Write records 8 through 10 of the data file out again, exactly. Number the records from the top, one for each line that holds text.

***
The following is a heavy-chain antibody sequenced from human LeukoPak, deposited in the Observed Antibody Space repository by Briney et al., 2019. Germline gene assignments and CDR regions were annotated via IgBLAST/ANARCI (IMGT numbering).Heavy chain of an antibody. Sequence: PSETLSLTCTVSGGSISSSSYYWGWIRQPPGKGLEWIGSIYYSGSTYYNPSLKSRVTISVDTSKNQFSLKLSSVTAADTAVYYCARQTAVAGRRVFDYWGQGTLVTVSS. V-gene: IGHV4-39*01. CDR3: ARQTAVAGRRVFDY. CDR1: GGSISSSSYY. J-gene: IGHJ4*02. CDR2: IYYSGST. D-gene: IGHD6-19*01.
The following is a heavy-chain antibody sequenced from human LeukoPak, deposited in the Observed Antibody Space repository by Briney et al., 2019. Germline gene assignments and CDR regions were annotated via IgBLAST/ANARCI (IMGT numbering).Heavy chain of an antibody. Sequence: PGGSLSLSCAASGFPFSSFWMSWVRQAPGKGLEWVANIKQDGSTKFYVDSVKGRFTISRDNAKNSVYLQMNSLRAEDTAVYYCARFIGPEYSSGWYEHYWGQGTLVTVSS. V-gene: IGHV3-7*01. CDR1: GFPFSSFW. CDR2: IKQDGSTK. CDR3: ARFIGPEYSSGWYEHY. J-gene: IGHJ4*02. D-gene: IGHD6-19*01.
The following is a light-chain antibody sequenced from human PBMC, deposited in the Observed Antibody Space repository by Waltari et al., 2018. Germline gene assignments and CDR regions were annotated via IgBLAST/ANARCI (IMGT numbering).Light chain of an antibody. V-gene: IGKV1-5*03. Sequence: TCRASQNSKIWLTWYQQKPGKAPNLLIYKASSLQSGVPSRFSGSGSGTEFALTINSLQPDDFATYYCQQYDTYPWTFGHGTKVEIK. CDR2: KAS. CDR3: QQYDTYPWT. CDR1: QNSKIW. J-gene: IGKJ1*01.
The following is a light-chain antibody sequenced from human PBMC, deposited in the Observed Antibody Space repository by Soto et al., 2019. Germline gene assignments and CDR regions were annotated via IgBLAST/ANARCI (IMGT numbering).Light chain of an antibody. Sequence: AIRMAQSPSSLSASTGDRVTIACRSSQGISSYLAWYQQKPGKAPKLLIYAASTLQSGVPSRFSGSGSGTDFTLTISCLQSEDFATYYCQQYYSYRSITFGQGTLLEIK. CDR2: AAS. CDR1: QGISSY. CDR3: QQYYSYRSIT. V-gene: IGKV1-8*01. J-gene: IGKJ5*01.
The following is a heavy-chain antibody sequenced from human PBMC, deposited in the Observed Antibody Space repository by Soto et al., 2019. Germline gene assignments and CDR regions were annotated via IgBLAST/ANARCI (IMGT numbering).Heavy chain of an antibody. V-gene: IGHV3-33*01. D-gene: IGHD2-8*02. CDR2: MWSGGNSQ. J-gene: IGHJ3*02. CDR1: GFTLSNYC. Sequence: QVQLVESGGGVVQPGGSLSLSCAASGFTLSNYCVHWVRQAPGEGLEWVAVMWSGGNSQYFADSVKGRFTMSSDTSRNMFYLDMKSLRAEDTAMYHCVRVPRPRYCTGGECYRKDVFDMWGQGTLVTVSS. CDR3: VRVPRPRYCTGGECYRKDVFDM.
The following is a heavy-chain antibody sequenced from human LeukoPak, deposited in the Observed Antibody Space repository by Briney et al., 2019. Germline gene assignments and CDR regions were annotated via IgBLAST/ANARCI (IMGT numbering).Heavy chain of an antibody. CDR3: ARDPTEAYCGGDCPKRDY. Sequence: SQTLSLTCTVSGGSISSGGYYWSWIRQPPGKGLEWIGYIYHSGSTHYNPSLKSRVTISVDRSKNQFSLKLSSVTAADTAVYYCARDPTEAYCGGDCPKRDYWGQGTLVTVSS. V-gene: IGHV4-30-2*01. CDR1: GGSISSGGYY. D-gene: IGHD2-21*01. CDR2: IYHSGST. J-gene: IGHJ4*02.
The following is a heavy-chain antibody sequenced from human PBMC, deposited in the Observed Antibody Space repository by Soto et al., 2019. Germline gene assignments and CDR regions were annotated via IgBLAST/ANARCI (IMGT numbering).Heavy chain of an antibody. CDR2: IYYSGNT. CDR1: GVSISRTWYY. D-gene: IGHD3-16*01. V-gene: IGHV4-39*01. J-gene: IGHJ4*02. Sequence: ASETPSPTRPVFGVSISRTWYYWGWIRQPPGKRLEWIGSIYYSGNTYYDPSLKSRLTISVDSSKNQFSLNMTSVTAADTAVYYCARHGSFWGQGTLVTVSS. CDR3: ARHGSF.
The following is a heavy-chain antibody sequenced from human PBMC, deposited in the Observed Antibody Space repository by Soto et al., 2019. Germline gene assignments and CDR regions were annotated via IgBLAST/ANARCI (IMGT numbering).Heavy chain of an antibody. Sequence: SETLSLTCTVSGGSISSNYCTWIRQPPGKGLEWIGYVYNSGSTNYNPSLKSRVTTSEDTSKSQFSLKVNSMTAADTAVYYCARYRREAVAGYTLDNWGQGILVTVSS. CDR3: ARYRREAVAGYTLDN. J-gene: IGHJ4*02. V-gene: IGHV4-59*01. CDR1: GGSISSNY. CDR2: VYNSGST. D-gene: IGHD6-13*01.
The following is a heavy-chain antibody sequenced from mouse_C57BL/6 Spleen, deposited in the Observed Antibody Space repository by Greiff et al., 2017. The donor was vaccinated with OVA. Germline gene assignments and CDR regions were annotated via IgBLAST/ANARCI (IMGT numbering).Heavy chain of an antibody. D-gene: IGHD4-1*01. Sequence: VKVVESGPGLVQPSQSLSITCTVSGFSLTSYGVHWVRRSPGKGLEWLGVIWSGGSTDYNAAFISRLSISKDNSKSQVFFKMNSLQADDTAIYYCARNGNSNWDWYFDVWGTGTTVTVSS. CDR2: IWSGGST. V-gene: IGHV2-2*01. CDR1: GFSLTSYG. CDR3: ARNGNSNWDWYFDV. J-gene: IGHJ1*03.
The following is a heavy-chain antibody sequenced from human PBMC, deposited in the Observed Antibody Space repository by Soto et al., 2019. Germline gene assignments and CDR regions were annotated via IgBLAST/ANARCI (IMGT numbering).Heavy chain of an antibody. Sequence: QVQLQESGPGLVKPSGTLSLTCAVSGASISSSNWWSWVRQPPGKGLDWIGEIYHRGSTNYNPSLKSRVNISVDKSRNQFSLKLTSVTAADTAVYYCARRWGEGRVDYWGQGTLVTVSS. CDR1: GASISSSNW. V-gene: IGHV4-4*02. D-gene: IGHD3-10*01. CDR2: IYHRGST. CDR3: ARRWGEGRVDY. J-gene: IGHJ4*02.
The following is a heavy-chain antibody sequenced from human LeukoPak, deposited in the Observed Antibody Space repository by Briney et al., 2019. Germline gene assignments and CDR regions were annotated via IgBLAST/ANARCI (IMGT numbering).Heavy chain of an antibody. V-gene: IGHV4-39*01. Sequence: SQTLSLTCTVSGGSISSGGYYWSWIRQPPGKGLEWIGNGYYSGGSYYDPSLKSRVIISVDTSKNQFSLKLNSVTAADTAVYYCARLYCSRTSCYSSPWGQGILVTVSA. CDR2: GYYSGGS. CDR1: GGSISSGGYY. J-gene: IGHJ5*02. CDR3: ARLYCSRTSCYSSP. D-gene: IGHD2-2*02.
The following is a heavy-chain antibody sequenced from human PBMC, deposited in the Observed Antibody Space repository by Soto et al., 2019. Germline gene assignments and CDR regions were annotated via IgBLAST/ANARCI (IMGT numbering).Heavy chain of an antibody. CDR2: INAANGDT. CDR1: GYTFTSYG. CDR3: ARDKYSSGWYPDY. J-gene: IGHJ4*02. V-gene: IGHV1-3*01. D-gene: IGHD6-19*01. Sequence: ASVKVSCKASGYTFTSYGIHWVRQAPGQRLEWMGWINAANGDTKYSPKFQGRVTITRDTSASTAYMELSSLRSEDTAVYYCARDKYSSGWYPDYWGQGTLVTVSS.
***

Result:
The following is a heavy-chain antibody sequenced from human PBMC, deposited in the Observed Antibody Space repository by Soto et al., 2019. Germline gene assignments and CDR regions were annotated via IgBLAST/ANARCI (IMGT numbering).Heavy chain of an antibody. Sequence: SETLSLTCTVSGGSISSNYCTWIRQPPGKGLEWIGYVYNSGSTNYNPSLKSRVTTSEDTSKSQFSLKVNSMTAADTAVYYCARYRREAVAGYTLDNWGQGILVTVSS. CDR3: ARYRREAVAGYTLDN. J-gene: IGHJ4*02. V-gene: IGHV4-59*01. CDR1: GGSISSNY. CDR2: VYNSGST. D-gene: IGHD6-13*01.
The following is a heavy-chain antibody sequenced from mouse_C57BL/6 Spleen, deposited in the Observed Antibody Space repository by Greiff et al., 2017. The donor was vaccinated with OVA. Germline gene assignments and CDR regions were annotated via IgBLAST/ANARCI (IMGT numbering).Heavy chain of an antibody. D-gene: IGHD4-1*01. Sequence: VKVVESGPGLVQPSQSLSITCTVSGFSLTSYGVHWVRRSPGKGLEWLGVIWSGGSTDYNAAFISRLSISKDNSKSQVFFKMNSLQADDTAIYYCARNGNSNWDWYFDVWGTGTTVTVSS. CDR2: IWSGGST. V-gene: IGHV2-2*01. CDR1: GFSLTSYG. CDR3: ARNGNSNWDWYFDV. J-gene: IGHJ1*03.
The following is a heavy-chain antibody sequenced from human PBMC, deposited in the Observed Antibody Space repository by Soto et al., 2019. Germline gene assignments and CDR regions were annotated via IgBLAST/ANARCI (IMGT numbering).Heavy chain of an antibody. Sequence: QVQLQESGPGLVKPSGTLSLTCAVSGASISSSNWWSWVRQPPGKGLDWIGEIYHRGSTNYNPSLKSRVNISVDKSRNQFSLKLTSVTAADTAVYYCARRWGEGRVDYWGQGTLVTVSS. CDR1: GASISSSNW. V-gene: IGHV4-4*02. D-gene: IGHD3-10*01. CDR2: IYHRGST. CDR3: ARRWGEGRVDY. J-gene: IGHJ4*02.